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ARIES Project Meeting, 10-11 January 2002

University of California, San Diego
Documented by L. Waganer

Agenda and Presentations


(GA)Goodin, Petzoldt
(GAT)Abdel-Khalik, Durbin, Yoda
(LLNL)Latkowski, McGovern, Meier, Tobin
(MRC)Rose, Welch
(UCSD) Baker, Dragojlovic, Gaeris, Mau, Miller, Najmabadi, Pulsifer, Raffray, Sze, Tillack, Wang, Zaghloul
(UW)El-Guebaly, Haynes

Ref: Agenda & Presentation Links


Budget and DOE Direction - Bill Dove informed the group he would be retiring around 1 March 2002. He has enjoyed working with this distinguished and talented group. He felt ARIES has accomplished a lot to help direct and advance the development of fusion.

Bill explained that the FY02 budget is in the implementation phase. The FY03 budget is being formulated and it might be slightly improved for the Systems Studies funding. It is likely the emphasis will be away from the inertial confinement toward the magnetic confinement concepts. The final direction will depend on his replacement.

Program Status - Farrokh Najmabadi stressed that there remains only 8 to 9 months to finish the IFE study. We must document the Dry Wall concept findings, complete the Wetted Wall (Sacrificial) concept and document it, and commence, complete, and document the Thick Fluid Wall. A lot must be done in a short time to complete the planned effort.

Snowmass Update ń Charlie Baker explained the goal of the July 2002 Snowmass Conference is to assess the candidate next step devices in both MFE and IFE. In MFE, the devices are the ITER, IGNITOR, and FIRE. There are numerous working groups collecting and assessing data for presentation at the Snowmass Conference. This data will allow in-depth discussions at the Conference that will provide critical fusion community input to the decision process of FESAC and DOE in 2002-2003. You can visit the Snowmass Web Site for more detailed information.

Next Meeting/Conference Call ń Several candidate meeting dates in the latter part of April 2002 were selected and Les Waganer was to poll the group as to their preferences and conflicts. The location of the meeting suggested was the University of Wisconsin, Madison as UW was scheduled to host the cancelled September 2001 meeting. The next conference call will be on Tuesday, 5 February 2002. Les will provide a call-in number.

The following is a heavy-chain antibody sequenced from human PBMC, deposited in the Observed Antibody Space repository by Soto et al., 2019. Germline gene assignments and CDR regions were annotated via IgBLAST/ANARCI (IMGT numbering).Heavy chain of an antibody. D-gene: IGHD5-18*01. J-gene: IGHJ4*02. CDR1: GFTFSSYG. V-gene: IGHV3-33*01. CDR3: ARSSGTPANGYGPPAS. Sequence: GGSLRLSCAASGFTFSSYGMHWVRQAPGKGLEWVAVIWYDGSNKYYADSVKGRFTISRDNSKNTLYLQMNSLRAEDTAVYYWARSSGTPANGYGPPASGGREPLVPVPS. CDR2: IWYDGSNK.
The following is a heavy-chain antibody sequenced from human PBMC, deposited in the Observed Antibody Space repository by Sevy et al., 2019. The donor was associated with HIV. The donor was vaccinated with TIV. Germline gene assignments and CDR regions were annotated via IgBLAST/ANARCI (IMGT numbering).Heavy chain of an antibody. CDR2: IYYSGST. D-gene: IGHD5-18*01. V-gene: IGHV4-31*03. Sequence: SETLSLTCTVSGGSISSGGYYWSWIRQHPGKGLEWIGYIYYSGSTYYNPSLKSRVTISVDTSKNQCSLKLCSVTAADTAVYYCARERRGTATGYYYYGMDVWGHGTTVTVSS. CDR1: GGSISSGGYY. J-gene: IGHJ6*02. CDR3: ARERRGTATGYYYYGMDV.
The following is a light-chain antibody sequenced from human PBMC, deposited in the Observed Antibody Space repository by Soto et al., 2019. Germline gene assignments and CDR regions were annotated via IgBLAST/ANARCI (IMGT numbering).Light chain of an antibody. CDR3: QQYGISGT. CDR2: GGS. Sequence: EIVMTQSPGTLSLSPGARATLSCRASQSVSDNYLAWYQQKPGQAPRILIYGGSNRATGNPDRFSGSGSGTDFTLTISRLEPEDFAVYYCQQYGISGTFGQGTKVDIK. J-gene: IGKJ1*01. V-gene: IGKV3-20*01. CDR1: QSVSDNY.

ARIES-IFE Study Presentations

Systems Analysis and Integration

System Uncertainties - Ron Miller continues to model the power balance on the direct drive (DD) and indirect drive (ID) cases using the iDecide software. The ID targets are further subdivided either as a close-coupled target or a conventional, full-sized, distributed radiator case. For all cases, Ron presented gain, gross power, and recirculating power as a function of driver energy. Common assumptions were auxiliary power fraction, thermal conversion efficiency, and repetition rate. Repetition rate could be modified, within certain constraints, to obtain the desired net plant power output. One would like to determine the optimal driver energy for the lowest cost of electricity, but without a detailed plant definition, it cannot be modeled.

Ron discussed the target fabrication issues and possible analogous commercial products with similar issues. He summarized the issues and capabilities of incandescent light bulb blanks.

Heavy Ion Fusion Modeling Update - Wayne Meier summarized his progress since the last meeting as completing the driver code modifications, running the updated code for the distributed radiator target and proposing a new HYLIFE point design for consideration. A new point design will be the basis for HIF VNL and VLT work on interface design issues. The code now incorporates algorithms for final focus elliptical spot size accounting for emittance, space charge, aiming errors and chromatic and geometric aberrations over a range of driver energies. These models can calculate normalized transverse and longitudinal emittance growth. A focusing half-angle, qy, of 10 mrad is a good value for a broad range of driver energies and a nominal number of beams. Wayne provided a strawman point design for the 12/13/01 discussions with LBNL. For these sets of conditions, the COE minimizes around 5 MJ beam energy and a repetition rate of 6.31 Hz and a driver efficiency of 47%. The design uses an annular array of beams to provide access for a central target injection system.